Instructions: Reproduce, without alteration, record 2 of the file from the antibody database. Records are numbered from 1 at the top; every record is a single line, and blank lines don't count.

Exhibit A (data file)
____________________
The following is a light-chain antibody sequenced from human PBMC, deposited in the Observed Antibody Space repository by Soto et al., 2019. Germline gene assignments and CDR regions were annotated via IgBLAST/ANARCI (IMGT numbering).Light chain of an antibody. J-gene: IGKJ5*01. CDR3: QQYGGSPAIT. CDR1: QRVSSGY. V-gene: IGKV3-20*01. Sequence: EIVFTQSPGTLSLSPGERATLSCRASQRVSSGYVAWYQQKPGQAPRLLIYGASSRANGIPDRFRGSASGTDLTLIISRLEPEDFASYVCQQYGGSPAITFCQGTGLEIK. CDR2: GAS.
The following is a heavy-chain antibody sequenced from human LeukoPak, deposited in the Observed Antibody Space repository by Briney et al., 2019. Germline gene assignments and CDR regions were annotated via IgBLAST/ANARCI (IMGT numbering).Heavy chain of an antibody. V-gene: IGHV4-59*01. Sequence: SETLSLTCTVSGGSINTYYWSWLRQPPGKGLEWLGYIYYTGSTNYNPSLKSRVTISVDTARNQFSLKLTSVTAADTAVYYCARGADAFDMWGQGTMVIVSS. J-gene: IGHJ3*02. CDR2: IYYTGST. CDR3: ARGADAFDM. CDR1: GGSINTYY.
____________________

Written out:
The following is a heavy-chain antibody sequenced from human LeukoPak, deposited in the Observed Antibody Space repository by Briney et al., 2019. Germline gene assignments and CDR regions were annotated via IgBLAST/ANARCI (IMGT numbering).Heavy chain of an antibody. V-gene: IGHV4-59*01. Sequence: SETLSLTCTVSGGSINTYYWSWLRQPPGKGLEWLGYIYYTGSTNYNPSLKSRVTISVDTARNQFSLKLTSVTAADTAVYYCARGADAFDMWGQGTMVIVSS. J-gene: IGHJ3*02. CDR2: IYYTGST. CDR3: ARGADAFDM. CDR1: GGSINTYY.